The study involved 501 master’s students (348 men, 153 women) at the University of Chicago. The students played a risk-taking game and gave saliva samples to measure their hormone levels before and after the game. They were also asked about their willingness to take risks, their relationship status, the number of sexual partners they’ve had, and their overall health. A portion of them (201 students) was also asked to describe themselves as a night owl, a morning person, or neither.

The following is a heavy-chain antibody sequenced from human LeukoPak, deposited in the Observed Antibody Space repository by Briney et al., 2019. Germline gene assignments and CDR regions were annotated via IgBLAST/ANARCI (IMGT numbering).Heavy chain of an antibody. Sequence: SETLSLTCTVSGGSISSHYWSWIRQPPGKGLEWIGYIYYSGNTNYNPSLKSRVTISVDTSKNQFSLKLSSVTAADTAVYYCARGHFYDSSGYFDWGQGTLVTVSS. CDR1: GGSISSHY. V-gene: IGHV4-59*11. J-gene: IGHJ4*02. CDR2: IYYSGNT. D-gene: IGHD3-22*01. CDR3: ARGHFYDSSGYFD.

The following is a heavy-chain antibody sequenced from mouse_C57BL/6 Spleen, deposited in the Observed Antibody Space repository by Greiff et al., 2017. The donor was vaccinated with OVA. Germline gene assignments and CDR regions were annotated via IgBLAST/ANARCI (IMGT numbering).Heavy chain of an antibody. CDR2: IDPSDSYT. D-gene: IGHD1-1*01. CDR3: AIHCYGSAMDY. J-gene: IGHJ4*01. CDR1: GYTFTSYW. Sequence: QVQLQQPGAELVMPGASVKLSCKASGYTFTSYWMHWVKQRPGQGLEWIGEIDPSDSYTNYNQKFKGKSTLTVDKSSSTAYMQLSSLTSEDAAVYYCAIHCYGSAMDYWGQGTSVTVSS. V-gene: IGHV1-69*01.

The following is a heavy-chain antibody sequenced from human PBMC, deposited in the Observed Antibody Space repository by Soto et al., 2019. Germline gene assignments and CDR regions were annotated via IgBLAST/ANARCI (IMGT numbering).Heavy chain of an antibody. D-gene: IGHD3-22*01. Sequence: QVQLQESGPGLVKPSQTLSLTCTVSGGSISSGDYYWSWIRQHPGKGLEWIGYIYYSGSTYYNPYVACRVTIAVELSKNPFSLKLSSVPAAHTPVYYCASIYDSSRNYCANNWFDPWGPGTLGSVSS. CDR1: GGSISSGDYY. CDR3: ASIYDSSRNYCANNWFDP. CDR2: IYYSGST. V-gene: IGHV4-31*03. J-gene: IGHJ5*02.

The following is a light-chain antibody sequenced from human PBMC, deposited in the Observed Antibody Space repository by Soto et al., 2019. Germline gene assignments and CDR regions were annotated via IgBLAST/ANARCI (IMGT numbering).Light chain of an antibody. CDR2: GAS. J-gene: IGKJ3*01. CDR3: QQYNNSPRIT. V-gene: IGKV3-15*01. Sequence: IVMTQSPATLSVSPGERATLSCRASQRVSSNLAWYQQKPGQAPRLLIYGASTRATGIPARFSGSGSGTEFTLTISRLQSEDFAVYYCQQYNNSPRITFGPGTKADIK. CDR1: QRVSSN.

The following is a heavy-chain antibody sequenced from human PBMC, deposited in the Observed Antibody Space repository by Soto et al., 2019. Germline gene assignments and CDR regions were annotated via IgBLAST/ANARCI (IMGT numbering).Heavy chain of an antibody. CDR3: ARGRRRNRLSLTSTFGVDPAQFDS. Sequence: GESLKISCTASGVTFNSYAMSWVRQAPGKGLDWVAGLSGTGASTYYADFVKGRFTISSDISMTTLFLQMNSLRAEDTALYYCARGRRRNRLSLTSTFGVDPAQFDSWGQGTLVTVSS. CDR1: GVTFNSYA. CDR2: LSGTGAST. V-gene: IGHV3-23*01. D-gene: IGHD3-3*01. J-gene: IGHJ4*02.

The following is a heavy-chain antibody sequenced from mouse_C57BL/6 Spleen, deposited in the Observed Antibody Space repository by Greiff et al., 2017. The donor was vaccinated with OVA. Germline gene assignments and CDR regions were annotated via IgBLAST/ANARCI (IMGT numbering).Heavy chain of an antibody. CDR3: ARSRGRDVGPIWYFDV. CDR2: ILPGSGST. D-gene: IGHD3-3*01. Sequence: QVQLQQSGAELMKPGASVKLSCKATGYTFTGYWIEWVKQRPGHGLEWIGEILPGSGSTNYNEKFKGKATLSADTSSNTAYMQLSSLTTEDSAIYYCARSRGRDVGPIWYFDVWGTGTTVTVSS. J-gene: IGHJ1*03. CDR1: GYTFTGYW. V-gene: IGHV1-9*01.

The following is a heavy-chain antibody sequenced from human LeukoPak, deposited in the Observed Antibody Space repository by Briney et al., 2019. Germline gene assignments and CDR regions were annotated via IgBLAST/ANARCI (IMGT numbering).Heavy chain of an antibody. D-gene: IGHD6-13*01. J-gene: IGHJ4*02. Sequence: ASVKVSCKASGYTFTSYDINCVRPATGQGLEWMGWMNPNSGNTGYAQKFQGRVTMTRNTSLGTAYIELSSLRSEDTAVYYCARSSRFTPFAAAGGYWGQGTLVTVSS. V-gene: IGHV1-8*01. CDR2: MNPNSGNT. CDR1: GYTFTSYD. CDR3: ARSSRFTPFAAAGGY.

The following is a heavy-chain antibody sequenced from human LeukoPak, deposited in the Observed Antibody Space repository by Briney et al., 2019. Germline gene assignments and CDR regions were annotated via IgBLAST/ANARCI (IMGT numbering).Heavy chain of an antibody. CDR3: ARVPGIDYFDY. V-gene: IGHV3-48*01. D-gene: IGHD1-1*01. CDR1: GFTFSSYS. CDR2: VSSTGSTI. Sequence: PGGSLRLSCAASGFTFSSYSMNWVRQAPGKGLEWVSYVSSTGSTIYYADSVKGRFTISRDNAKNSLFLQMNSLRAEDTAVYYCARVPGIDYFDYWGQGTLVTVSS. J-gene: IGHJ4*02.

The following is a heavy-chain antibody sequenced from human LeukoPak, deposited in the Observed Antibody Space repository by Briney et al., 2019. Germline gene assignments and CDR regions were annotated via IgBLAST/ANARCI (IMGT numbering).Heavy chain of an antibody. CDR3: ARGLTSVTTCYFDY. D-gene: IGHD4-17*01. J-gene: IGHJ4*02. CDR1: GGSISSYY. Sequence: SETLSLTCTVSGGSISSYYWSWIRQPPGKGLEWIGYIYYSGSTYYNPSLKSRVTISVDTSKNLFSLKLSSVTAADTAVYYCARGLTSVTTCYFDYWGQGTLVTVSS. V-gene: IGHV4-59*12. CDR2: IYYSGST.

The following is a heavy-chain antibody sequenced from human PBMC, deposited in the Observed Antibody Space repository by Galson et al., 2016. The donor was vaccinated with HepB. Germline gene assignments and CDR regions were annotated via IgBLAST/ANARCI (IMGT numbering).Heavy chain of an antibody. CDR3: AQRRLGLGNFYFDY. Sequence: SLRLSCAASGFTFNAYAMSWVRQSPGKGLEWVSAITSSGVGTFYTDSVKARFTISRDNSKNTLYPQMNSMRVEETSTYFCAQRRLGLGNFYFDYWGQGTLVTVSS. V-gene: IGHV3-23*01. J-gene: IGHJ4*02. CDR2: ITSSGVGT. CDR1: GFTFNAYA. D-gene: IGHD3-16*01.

Sad news for insomniacs and late-night Netflix watchers: About 38 percent of night owl men and 37 percent of night owl women were single, while only 24 percent of early bird men and 20 percent of early bird women were single. And surprisingly, sleep patterns turned out to be a much stronger predictor of relationship status than risk-taking behavior or hormones.

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